FAQs on Violent Video Games and Other Media Violence (page 3)

By — Video Game Special Edition Contributor
Updated on May 17, 2010

9. But haven't other media violence experts also claimed that there is no valid scientific evidence linking media violence to aggression?

Yes, and no. The media industries seek out, promote, and support "experts" who will make such claims. There are several such "experts" who have made their careers by bashing legitimate research. Examining their credentials is quite revealing. Many do not have any research training in an appropriate discipline. Of those who do have advanced degrees in an appropriate discipline (for example, social psychology), almost none of them have ever conducted and published original media violence research in a top-quality peer-reviewed scientific journal.4 That is, they have never designed, carried out, and published a study in which they gathered new data to test scientific hypotheses about potential media violence effects. In other words, they are not truly experts on media violence research. Again, to get at the truth, one must distinguish between actual vs. self-proclaimed (and often industry-backed) experts.

10. Are there any evaluations of the media violence research literature done by groups who have the appropriate expertise but who are not themselves media violence researchers?

Interestingly, a number of professional organizations have asked their own experts to evaluate the media violence research literature. One of the most recent products of such an evaluation was a "Joint Statement on the Impact of Entertainment Violence on Children," issued by six medical and public health professional organizations at a Congressional Public Health Summit on July 26, 2000. This statement noted that "...entertainment violence can lead to increases in aggressive attitudes, values, and behavior, particularly in children." The statement also noted that the research points "...overwhelmingly to a causal connection between media violence and aggressive behavior in some children." The six signatory organizations were: American Academy of Pediatrics, American Academy of Child & Adolescent Psychiatry, American Medical Association, American Psychological Association, American Academy of Family Physicians, and the American Psychiatric Association. Along the same line, several reports by the U.S. Surgeon General have concluded that exposure to media violence is a significant risk factor for later aggression and violence. Both the American Academy of Pediatrics and the American Psychological Association have specifically addressed the violent video game issue; both concluded that playing violent video games is a causal risk factor for later aggression against others, and called for a reduction in exposure of youth to this risk factor.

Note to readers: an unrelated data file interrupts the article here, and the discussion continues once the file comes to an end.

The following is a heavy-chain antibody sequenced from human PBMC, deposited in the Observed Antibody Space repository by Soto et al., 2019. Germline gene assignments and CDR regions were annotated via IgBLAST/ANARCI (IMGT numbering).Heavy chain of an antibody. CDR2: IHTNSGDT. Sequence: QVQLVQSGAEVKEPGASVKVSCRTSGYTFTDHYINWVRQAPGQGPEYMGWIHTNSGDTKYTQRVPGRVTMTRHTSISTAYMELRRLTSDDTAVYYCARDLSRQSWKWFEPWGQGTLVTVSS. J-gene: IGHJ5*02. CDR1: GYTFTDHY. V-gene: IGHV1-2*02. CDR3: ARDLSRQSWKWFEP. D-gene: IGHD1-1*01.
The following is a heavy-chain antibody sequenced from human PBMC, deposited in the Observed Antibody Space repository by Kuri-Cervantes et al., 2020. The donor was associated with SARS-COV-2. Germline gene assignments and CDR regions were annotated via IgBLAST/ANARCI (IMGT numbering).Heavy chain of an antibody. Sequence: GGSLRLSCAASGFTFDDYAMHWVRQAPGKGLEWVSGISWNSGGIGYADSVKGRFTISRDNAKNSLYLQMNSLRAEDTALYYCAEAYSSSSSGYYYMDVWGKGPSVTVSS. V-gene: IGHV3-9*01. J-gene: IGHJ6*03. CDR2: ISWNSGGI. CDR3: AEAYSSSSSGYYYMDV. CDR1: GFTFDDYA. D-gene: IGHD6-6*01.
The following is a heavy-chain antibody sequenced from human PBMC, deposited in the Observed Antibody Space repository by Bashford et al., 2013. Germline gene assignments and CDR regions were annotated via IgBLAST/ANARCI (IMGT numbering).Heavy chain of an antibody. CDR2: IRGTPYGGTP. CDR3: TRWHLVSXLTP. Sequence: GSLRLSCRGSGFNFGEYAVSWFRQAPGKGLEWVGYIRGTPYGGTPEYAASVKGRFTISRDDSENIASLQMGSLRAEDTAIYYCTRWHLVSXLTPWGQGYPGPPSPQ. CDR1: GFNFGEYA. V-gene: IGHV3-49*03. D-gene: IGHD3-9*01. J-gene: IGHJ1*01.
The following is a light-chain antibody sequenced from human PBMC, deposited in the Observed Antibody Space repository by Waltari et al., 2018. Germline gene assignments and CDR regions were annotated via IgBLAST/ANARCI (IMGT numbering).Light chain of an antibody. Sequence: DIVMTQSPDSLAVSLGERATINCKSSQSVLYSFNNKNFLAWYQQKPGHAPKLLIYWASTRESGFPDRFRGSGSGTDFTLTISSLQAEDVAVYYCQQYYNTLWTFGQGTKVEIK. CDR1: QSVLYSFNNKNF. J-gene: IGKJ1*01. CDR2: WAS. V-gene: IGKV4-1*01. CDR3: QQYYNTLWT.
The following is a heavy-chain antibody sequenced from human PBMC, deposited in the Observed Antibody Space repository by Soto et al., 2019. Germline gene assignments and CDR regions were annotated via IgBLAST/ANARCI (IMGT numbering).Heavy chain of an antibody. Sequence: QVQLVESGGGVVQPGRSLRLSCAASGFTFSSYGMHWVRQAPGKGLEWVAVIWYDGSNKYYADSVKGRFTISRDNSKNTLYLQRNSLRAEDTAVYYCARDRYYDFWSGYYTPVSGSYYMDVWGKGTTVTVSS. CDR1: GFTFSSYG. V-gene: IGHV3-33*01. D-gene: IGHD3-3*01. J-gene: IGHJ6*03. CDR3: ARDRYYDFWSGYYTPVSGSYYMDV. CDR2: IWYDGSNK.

11. The claim has been made that in terms of the general public's beliefs about media violence effects, we are currently in a situation that is very similar to where the public was some 30 years ago in the tobacco/lung cancer issue. In what ways are these two cases similar? Dissimilar?

The medical research community knew that cigarette smoking causes lung cancer long before the general public came to hold such beliefs. In fact, there are still sizable numbers of smokers who don't really believe this to be true. The tobacco industry was quite effective keeping the public confused regarding the true causal effect of tobacco on lung cancer. Among other tactics, they promoted "experts" who claimed that the research was badly done, or was inconsistent, or was largely irrelevant to lung cancer in humans. The media industries have been doing much the same thing, seeking out, promoting, and supporting "experts" willing to bash media violence research

The tobacco industry successfully defended itself against lawsuits for many years. There have been several lawsuits filed in the U.S. against various video game companies in recent years. As far as I know, none have been successful yet.One big difference between the tobacco industry case and the violent media case is that the main sources of information to the public (e.g., TV news shows, newspapers, magazines) are now largely owned by conglomerates that have a vested interest in denying the validity of any research suggesting that there might be harmful effects of repeated exposure to media violence